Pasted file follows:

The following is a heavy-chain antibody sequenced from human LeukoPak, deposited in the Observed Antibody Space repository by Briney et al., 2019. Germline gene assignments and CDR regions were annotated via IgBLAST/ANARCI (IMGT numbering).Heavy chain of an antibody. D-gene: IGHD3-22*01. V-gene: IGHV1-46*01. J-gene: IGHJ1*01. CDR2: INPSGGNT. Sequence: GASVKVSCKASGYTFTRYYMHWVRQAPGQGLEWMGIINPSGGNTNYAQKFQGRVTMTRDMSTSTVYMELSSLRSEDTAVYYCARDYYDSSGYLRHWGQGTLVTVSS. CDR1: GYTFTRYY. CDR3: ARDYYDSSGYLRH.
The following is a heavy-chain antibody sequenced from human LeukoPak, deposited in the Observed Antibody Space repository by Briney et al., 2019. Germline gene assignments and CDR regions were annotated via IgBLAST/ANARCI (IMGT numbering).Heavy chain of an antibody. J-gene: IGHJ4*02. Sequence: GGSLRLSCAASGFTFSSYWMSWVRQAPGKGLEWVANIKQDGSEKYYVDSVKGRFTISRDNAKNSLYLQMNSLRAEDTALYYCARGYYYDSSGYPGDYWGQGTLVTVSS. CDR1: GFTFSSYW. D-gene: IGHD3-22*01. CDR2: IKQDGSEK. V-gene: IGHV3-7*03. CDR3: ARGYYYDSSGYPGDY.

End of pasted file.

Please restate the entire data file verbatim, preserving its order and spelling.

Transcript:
The following is a heavy-chain antibody sequenced from human LeukoPak, deposited in the Observed Antibody Space repository by Briney et al., 2019. Germline gene assignments and CDR regions were annotated via IgBLAST/ANARCI (IMGT numbering).Heavy chain of an antibody. D-gene: IGHD3-22*01. V-gene: IGHV1-46*01. J-gene: IGHJ1*01. CDR2: INPSGGNT. Sequence: GASVKVSCKASGYTFTRYYMHWVRQAPGQGLEWMGIINPSGGNTNYAQKFQGRVTMTRDMSTSTVYMELSSLRSEDTAVYYCARDYYDSSGYLRHWGQGTLVTVSS. CDR1: GYTFTRYY. CDR3: ARDYYDSSGYLRH.
The following is a heavy-chain antibody sequenced from human LeukoPak, deposited in the Observed Antibody Space repository by Briney et al., 2019. Germline gene assignments and CDR regions were annotated via IgBLAST/ANARCI (IMGT numbering).Heavy chain of an antibody. J-gene: IGHJ4*02. Sequence: GGSLRLSCAASGFTFSSYWMSWVRQAPGKGLEWVANIKQDGSEKYYVDSVKGRFTISRDNAKNSLYLQMNSLRAEDTALYYCARGYYYDSSGYPGDYWGQGTLVTVSS. CDR1: GFTFSSYW. D-gene: IGHD3-22*01. CDR2: IKQDGSEK. V-gene: IGHV3-7*03. CDR3: ARGYYYDSSGYPGDY.